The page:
Health Library Home>Wellness Centers>Food & Nutrition>Article

Iron

See also:

Image for iron Iron is a mineral found in meats, eggs, milk, vegetables, grains, and other plant foods. It exists in 2 forms—heme and nonheme. Heme iron is found in animal source. Nonheme iron comes from plant sources. The body absorbs heme iron easier than nonheme iron.

Functions

Iron plays a number of roles in the body including:

Recommended Intake

Iron needs are greatest during times of rapid growth. This is common in childhood, teen years, and pregnancy. Women also have higher requirements than men. It is needed to replace the iron that is lost with monthly periods. Daily recommendations include:

Age Group Recommended Dietary Allowance (RDA)
(mg/day)
Male Female
0-6 months No RDA;
Adequate Intake (AI) = 0.27
No RDA;
Adequate Intake (AI) = 0.27
7-12 months 11 11
1-3 years 7 7
4-8 years 10 10
9-13 years 8 8
14-18 years 11 15
19-50 years 8 18
51+ years 8 8
Pregnancy n/a 27
Lactation, equal to or less than 18 years n/a 10
Lactation, 19-50 years n/a 9

Iron Deficiency

People who are at higher risk for low levels of iron include:

Iron-Deficiency Anemia

Low iron can lead to anemia. Symptoms of anemia include:

Iron can be increased with changes to the diet. Iron supplements may be needed if the diet is not enough.

Iron Toxicity

Iron is toxic at high levels. The body is not effective at getting rid of excess iron. This makes it is possible for iron to build up. Iron pills and supplements for adults can cause poisoning in children.

Symptoms of iron toxicity include:

Major Food Sources

Much of the iron in our diet comes from foods, such as breads and cereals that are fortified with iron.

Food Sources of Mostly Heme Iron

Food Serving size Iron content
(mg)
Beef liver, cooked 3 ounces 5
Oysters, cooked 3 ounces 8
Turkey breast, roasted 3 ounces 1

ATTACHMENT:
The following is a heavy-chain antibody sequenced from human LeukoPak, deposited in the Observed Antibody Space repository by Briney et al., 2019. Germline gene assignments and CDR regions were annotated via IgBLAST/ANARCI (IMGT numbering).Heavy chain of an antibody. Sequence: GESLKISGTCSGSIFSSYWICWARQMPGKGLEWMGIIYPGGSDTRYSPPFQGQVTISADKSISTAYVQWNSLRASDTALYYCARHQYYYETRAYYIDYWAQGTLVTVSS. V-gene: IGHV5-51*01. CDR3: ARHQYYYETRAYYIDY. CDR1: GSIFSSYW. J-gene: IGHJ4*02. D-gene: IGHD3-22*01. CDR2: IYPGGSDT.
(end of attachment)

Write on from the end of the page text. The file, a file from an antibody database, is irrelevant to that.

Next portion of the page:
Chicken, roasted, meat and skin 3 ounces 1
Tuna, fresh bluefin, cooked, dry heat 3 ounces 1

Food Sources of Nonheme Iron

Food Serving size Iron content
(mg)
Ready-to-eat cereal, 100% iron fortified ¾ cup 18.0
Lentils, boiled ½ cup 3
Beans, kidney, mature, boiled ½ cup 2
Tofu, raw, firm ½ cup 3
Spinach, boiled, drained ½ cup 3
Whole wheat bread 1 slice 1

Tips for Increasing Your Iron Intake

Your body will absorb more iron from foods when your iron stores are low. It will also absorb less when you have enough iron in your body.

Other factors that will affect how much iron you absorb from foods include:

To increase intake and absorption of dietary iron:

RESOURCES:

Eat Right—Academy of Nutrition and Dietetics
http://www.eatright.org

Vegetarian Resource Group
http://www.vrg.org

CANADIAN RESOURCES:

Dietitians of Canada
http://www.dietitians.ca

Health Canada
http://www.hc-sc.gc.ca

REFERENCES:

Dietary supplement fact sheet: iron. Office of Dietary Supplements website. Available at:https://ods.od.nih.gov/factsheets/Iron-HealthProfessional. Updated December 7, 2018. Accessed January 13, 2019.

Iron deficiency anemia in adults. EBSCO DynaMed website. Available at:https://www.dynamed.com/topics/dmp~AN~T115986/Iron-deficiency-anemia-in-adults. Updated August 16, 2018. Accessed January 13, 2019.

Iron deficiency anemia in children. EBSCO DynaMed website. Available at:https://www.dynamed.com/topics/dmp~AN~T435307/Iron-deficiency-in-children-infancy-through-adolescence. Updated December 4, 2018. Accessed January 13, 2019.

Last reviewed April 2018 by Michael Woods, MD  Last Updated: 1/13/2019